To one of the first major political interviews of the morning, and Northern Territory Senator Malarndirri McCarthy has fronted Nine’s Today Show.
The Labor senator was asked how confident she is in Australians voting “yes” in a referendum on whether to establish an Indigenous Voice to parliament.
As you might be aware, there have been more than 40 referendums held since the federation. Of those, just a handful have been successful.
Here’s what McCarthy had to say:
Out of all the referendum only eight have passed. And we do reflect on the 1967 referendum in which there was overwhelming support, over 90 per cent, to allow the Commonwealth to make laws in relation to First Nations people.
What we recognize here, too, is the difficult task. I think, as the prime minister said, we know that failure is very possible because of the statistics. But the failure to not try is even worse.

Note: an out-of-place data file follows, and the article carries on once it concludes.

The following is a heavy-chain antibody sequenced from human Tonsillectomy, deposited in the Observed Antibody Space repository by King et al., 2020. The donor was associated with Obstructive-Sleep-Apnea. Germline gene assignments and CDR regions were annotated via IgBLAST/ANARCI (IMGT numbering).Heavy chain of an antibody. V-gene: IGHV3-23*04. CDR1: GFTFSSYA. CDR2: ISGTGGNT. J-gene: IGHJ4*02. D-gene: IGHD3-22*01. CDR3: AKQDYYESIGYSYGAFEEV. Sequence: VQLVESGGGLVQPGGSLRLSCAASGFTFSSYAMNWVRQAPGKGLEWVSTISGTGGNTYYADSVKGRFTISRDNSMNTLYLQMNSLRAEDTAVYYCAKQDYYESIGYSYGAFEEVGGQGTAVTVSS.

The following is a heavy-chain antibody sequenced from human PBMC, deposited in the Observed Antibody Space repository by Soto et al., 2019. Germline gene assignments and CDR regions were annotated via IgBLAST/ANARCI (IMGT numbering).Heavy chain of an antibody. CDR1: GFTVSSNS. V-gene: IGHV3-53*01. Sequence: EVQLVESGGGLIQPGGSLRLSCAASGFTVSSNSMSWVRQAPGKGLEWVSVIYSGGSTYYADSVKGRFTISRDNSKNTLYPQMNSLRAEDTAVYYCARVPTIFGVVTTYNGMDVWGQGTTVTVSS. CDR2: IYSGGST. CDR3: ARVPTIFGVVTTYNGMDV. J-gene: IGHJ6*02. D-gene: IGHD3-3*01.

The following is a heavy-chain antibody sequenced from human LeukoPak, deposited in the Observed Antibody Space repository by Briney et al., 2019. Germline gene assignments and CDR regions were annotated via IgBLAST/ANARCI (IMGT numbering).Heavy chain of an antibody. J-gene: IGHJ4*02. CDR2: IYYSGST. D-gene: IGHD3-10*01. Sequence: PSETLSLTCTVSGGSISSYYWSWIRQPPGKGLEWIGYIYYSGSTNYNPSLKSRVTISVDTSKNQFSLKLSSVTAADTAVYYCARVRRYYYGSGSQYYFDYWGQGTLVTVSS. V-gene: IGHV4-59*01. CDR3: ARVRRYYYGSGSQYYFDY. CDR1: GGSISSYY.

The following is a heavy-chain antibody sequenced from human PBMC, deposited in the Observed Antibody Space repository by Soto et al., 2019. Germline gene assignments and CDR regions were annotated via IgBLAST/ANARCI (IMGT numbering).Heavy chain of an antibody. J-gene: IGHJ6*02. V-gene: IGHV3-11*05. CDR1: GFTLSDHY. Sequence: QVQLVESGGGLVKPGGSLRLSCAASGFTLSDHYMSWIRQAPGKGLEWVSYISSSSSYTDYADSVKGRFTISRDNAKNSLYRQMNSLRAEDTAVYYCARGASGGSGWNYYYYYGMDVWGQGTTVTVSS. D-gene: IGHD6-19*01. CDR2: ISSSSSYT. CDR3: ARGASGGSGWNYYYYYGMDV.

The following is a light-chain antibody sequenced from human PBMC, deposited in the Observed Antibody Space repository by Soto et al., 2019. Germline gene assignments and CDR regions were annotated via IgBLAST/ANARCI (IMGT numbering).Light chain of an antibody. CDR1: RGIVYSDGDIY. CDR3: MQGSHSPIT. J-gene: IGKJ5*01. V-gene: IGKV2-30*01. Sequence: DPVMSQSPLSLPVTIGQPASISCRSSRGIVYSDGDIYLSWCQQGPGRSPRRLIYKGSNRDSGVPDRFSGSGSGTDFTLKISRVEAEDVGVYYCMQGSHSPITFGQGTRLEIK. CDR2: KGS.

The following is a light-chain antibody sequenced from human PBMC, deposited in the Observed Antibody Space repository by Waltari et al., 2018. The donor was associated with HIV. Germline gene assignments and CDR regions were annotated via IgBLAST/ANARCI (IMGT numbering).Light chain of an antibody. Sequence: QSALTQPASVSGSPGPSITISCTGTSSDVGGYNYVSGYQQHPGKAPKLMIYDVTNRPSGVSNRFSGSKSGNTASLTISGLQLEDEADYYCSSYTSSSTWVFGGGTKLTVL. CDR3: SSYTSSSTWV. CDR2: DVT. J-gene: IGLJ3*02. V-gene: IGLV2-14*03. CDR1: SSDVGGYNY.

What I came away with [the] garma [Festival] was sense of hope. The fire has been burning… ever since the Uluru statement.
For a referendum to be successful in Australia, it must achieve a double majority: a majority of those voting nationwide as well as a majority of voters in a majority of states.
For example, if 63 per cent of Australians vote “yes” to a Voice to parliament, and there is a majority of people voting “yes” in four out of six states, then the upcoming referendum would be successful.